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Rhode Island’s Government Workforce is the Third “Least Productive” in 2013

Mar 05, 2015


There are two major elements to look at when examining a state’s government workforce—the number of employees and the level of their pay. Each element is measured relative to the national average and summed together to obtain an overall measure of workforce productivity. By this metric, Rhode Island has the third least productive state and local government workforce in the country.


#RhodeIsland has the 3rd least productive S&L government workforce in the country. (Click to Tweet)


As shown in Chart 1, for state and local government employment, Rhode Island ranks really well with 13.1 employees for every 100 employees in the private sector—this is -20 percent below the national average of 16.4 and is the 4th lowest ratio in the country.


Chart 1 Rhode Island State and Local Government Employees per 100 Private Sector Employees Rank 2013.jpg


However, as shown in Chart 2, for state and local government compensation, Rhode Island ranks very poorly with government employees earning a whopping 37 percent more than those in the private sector—189 percent higher than the national average of 13 percent and is the 2nd highest compensation ratio in the country. The high compensation ratio more than offsets the Rhode Island’s low employment ratio.


Chart 2 Rhode Island State and Local Government Compensation as a Percent of the Private Sector Rank 2013.jpg


Both wages and salaries and benefits contribute to Rhode Island’s high government compensation ratio. As shown in Chart 3, for state and local wages and salaries, Rhode Island employees earn 15 percent more than those in the private sector—the highest wages and salaries ratio in the country and significantly higher than the national average of -8 percent.




Chart 3 Rhode Island State and Local Government Wages and Salaries as a Percent of the Private Sector Rank 2013.jpg


As shown in Chart 4, for state and local benefits, Rhode Island employees earn 139 percent more than those in the private sector—this is 19 percent higher than the national average of 117 percent and is the 7th highest benefit ratio in the country. Though the differential is highest for benefits, wages and salaries weigh more heavily since it constitutes 69 percent of total compensation.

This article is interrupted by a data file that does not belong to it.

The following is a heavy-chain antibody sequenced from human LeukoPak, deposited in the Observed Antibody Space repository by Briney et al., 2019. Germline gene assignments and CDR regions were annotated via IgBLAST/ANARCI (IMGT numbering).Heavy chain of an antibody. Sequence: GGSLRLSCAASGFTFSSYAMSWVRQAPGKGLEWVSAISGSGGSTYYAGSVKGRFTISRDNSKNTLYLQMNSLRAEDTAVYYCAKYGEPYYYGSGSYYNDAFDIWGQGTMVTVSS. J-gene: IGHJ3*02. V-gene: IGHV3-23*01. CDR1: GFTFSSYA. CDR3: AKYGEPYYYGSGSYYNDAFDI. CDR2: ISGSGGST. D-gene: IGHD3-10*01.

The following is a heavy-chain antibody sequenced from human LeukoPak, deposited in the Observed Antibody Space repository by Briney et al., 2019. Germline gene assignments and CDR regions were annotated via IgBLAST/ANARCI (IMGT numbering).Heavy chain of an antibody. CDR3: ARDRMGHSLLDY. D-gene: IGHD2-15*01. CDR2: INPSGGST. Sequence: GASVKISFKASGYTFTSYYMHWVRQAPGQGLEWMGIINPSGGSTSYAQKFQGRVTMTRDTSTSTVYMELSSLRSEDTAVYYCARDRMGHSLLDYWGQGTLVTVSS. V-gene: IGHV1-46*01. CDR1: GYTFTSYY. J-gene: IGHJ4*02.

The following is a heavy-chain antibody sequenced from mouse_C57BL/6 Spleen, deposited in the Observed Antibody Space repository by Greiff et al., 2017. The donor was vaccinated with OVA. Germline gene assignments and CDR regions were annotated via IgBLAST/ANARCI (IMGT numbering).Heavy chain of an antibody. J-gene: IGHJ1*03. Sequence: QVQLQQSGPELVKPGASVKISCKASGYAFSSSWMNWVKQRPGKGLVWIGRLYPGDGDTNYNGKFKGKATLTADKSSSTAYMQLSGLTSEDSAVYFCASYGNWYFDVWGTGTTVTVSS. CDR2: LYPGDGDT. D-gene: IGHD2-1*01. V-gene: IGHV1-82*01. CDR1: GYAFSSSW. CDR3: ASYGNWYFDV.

Chart 4 Rhode Island State and Local Government Benefits as a Percent of the Private Sector Rank 2013.jpg


While identifying the specific underlying causes of Rhode Island’s government compensation problem is beyond the scope of this analysis, you can begin by examining the actual compensation of government employees at RIOpenGov.org

 

Of course, efficiency for local government is more usefully measured on a more local scale. As such, we have also calculated the employment and compensations ratios of local government workers for every county in Rhode Island.




The Rhode Island counties with the highest local government employment ratios include: Bristol County (12.2), Washington County (10.7), and Newport County (8.5). The counties with the lowest local government employment ratios include: Providence County (7.1) and Kent County (8).


The Rhode Island counties with the highest local government compensation ratios include: Bristol County (68 percent), Newport County (53 percent), and Kent County (42 percent). The counties with the lowest local government compensation ratios include: Washington County (37 percent) and Providence County (40 percent).


Overall, it is Rhode Island’s very high state and local compensation ratio, driven by both the high wages and salaries ratio and benefits ratio, that is the primary source of the poor government workforce metrics.


Click here to view our full government workforce data app with details by state, level of government, and over time.



J. Scott Moody

Scott has nearly 20 years of experience as a public policy economist. He is the author, co-author and editor of over 180 studies and books. His professional experience also includes positions at the American Conservative Union Foundation, Granite Institute, Federalism In Action, Maine Heritage Policy Center, Tax Foundation, and Heritage Foundation.


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